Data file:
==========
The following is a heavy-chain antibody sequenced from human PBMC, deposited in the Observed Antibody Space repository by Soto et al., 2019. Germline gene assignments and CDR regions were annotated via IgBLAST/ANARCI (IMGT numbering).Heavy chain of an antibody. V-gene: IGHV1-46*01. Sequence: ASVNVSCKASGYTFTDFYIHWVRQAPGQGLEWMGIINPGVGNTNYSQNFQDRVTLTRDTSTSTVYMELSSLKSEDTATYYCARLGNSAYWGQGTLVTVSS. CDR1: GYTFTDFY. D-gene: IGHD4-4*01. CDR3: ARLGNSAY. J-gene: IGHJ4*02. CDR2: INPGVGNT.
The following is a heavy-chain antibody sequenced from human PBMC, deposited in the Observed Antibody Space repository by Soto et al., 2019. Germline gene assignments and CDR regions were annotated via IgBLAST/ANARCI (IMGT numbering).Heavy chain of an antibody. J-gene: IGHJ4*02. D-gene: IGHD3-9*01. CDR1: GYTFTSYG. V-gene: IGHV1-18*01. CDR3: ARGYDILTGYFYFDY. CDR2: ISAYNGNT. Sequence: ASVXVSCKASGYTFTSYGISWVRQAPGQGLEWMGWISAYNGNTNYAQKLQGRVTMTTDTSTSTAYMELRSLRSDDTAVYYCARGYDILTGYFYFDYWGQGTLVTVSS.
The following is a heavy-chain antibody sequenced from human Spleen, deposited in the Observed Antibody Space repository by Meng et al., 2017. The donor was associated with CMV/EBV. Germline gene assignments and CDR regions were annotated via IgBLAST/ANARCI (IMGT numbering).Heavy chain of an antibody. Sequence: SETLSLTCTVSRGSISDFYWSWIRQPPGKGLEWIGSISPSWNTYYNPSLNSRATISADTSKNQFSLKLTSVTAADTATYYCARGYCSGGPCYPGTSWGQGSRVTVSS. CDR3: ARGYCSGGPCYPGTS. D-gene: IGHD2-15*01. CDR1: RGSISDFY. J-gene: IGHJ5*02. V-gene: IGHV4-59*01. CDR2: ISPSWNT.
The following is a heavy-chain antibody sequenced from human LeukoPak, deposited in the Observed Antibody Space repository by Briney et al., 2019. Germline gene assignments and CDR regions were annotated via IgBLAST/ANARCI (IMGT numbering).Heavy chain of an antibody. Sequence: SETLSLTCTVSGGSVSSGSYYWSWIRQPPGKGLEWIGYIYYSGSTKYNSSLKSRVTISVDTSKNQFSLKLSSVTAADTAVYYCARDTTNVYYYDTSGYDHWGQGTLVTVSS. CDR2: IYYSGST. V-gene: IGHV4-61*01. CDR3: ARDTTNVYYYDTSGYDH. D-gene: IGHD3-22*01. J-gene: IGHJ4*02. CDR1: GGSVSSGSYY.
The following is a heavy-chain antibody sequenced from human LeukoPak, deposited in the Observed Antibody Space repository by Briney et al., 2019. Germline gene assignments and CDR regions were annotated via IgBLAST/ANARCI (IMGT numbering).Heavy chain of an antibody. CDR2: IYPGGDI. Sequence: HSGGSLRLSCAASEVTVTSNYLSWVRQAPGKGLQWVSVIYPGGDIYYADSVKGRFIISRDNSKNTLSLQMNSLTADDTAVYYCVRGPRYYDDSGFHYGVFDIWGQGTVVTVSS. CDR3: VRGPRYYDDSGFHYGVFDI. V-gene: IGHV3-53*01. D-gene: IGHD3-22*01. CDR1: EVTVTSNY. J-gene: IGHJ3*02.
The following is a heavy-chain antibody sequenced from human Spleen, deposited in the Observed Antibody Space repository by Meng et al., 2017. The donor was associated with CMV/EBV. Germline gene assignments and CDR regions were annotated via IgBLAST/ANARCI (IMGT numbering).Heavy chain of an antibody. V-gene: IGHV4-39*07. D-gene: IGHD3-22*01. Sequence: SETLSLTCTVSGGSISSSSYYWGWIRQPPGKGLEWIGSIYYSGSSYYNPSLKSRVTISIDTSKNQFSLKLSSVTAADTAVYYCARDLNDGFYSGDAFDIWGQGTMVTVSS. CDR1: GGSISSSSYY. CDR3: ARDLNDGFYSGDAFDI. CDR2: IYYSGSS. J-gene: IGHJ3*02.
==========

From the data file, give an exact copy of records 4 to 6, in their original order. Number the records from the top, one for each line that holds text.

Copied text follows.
The following is a heavy-chain antibody sequenced from human LeukoPak, deposited in the Observed Antibody Space repository by Briney et al., 2019. Germline gene assignments and CDR regions were annotated via IgBLAST/ANARCI (IMGT numbering).Heavy chain of an antibody. Sequence: SETLSLTCTVSGGSVSSGSYYWSWIRQPPGKGLEWIGYIYYSGSTKYNSSLKSRVTISVDTSKNQFSLKLSSVTAADTAVYYCARDTTNVYYYDTSGYDHWGQGTLVTVSS. CDR2: IYYSGST. V-gene: IGHV4-61*01. CDR3: ARDTTNVYYYDTSGYDH. D-gene: IGHD3-22*01. J-gene: IGHJ4*02. CDR1: GGSVSSGSYY.
The following is a heavy-chain antibody sequenced from human LeukoPak, deposited in the Observed Antibody Space repository by Briney et al., 2019. Germline gene assignments and CDR regions were annotated via IgBLAST/ANARCI (IMGT numbering).Heavy chain of an antibody. CDR2: IYPGGDI. Sequence: HSGGSLRLSCAASEVTVTSNYLSWVRQAPGKGLQWVSVIYPGGDIYYADSVKGRFIISRDNSKNTLSLQMNSLTADDTAVYYCVRGPRYYDDSGFHYGVFDIWGQGTVVTVSS. CDR3: VRGPRYYDDSGFHYGVFDI. V-gene: IGHV3-53*01. D-gene: IGHD3-22*01. CDR1: EVTVTSNY. J-gene: IGHJ3*02.
The following is a heavy-chain antibody sequenced from human Spleen, deposited in the Observed Antibody Space repository by Meng et al., 2017. The donor was associated with CMV/EBV. Germline gene assignments and CDR regions were annotated via IgBLAST/ANARCI (IMGT numbering).Heavy chain of an antibody. V-gene: IGHV4-39*07. D-gene: IGHD3-22*01. Sequence: SETLSLTCTVSGGSISSSSYYWGWIRQPPGKGLEWIGSIYYSGSSYYNPSLKSRVTISIDTSKNQFSLKLSSVTAADTAVYYCARDLNDGFYSGDAFDIWGQGTMVTVSS. CDR1: GGSISSSSYY. CDR3: ARDLNDGFYSGDAFDI. CDR2: IYYSGSS. J-gene: IGHJ3*02.